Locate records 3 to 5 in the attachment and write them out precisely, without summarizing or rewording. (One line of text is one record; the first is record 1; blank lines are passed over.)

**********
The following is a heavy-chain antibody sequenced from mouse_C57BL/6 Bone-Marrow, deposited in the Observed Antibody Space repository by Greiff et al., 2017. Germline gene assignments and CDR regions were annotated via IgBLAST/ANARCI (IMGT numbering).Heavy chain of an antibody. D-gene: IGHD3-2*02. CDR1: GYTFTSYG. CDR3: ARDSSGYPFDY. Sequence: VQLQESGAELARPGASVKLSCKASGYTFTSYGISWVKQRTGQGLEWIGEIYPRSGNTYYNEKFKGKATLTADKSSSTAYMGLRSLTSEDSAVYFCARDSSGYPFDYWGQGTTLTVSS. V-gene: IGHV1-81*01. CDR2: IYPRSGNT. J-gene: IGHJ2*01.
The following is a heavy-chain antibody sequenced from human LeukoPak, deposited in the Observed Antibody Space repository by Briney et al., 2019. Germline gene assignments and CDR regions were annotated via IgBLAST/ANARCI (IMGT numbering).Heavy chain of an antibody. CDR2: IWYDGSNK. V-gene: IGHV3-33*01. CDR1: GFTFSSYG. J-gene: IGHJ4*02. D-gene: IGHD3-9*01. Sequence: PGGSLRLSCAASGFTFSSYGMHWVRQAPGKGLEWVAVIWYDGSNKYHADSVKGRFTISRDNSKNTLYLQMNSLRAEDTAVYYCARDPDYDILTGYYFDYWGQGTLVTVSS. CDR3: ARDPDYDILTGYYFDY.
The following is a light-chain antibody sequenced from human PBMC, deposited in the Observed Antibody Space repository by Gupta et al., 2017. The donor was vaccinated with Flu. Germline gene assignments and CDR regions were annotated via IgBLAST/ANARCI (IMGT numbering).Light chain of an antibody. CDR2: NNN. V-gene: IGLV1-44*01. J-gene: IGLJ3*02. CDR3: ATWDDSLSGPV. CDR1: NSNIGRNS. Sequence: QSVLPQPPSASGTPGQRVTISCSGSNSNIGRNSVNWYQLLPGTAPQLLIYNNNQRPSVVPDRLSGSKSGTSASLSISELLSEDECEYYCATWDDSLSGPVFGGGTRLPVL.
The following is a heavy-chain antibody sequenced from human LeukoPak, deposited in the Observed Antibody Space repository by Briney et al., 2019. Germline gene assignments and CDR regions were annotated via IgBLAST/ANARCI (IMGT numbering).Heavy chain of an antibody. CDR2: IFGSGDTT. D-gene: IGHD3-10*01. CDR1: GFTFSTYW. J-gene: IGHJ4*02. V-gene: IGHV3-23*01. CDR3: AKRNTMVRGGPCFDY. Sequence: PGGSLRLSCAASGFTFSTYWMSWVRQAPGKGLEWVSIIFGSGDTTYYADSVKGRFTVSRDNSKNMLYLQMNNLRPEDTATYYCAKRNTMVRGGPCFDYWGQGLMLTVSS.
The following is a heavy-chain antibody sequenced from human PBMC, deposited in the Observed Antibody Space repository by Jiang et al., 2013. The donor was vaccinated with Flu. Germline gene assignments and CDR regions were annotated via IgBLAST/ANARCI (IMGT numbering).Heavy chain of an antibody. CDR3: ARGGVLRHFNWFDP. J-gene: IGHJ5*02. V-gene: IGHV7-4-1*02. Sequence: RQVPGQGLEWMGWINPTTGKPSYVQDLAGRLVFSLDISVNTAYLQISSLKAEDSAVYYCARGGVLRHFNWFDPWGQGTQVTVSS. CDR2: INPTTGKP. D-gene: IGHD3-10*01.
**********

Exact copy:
The following is a light-chain antibody sequenced from human PBMC, deposited in the Observed Antibody Space repository by Gupta et al., 2017. The donor was vaccinated with Flu. Germline gene assignments and CDR regions were annotated via IgBLAST/ANARCI (IMGT numbering).Light chain of an antibody. CDR2: NNN. V-gene: IGLV1-44*01. J-gene: IGLJ3*02. CDR3: ATWDDSLSGPV. CDR1: NSNIGRNS. Sequence: QSVLPQPPSASGTPGQRVTISCSGSNSNIGRNSVNWYQLLPGTAPQLLIYNNNQRPSVVPDRLSGSKSGTSASLSISELLSEDECEYYCATWDDSLSGPVFGGGTRLPVL.
The following is a heavy-chain antibody sequenced from human LeukoPak, deposited in the Observed Antibody Space repository by Briney et al., 2019. Germline gene assignments and CDR regions were annotated via IgBLAST/ANARCI (IMGT numbering).Heavy chain of an antibody. CDR2: IFGSGDTT. D-gene: IGHD3-10*01. CDR1: GFTFSTYW. J-gene: IGHJ4*02. V-gene: IGHV3-23*01. CDR3: AKRNTMVRGGPCFDY. Sequence: PGGSLRLSCAASGFTFSTYWMSWVRQAPGKGLEWVSIIFGSGDTTYYADSVKGRFTVSRDNSKNMLYLQMNNLRPEDTATYYCAKRNTMVRGGPCFDYWGQGLMLTVSS.
The following is a heavy-chain antibody sequenced from human PBMC, deposited in the Observed Antibody Space repository by Jiang et al., 2013. The donor was vaccinated with Flu. Germline gene assignments and CDR regions were annotated via IgBLAST/ANARCI (IMGT numbering).Heavy chain of an antibody. CDR3: ARGGVLRHFNWFDP. J-gene: IGHJ5*02. V-gene: IGHV7-4-1*02. Sequence: RQVPGQGLEWMGWINPTTGKPSYVQDLAGRLVFSLDISVNTAYLQISSLKAEDSAVYYCARGGVLRHFNWFDPWGQGTQVTVSS. CDR2: INPTTGKP. D-gene: IGHD3-10*01.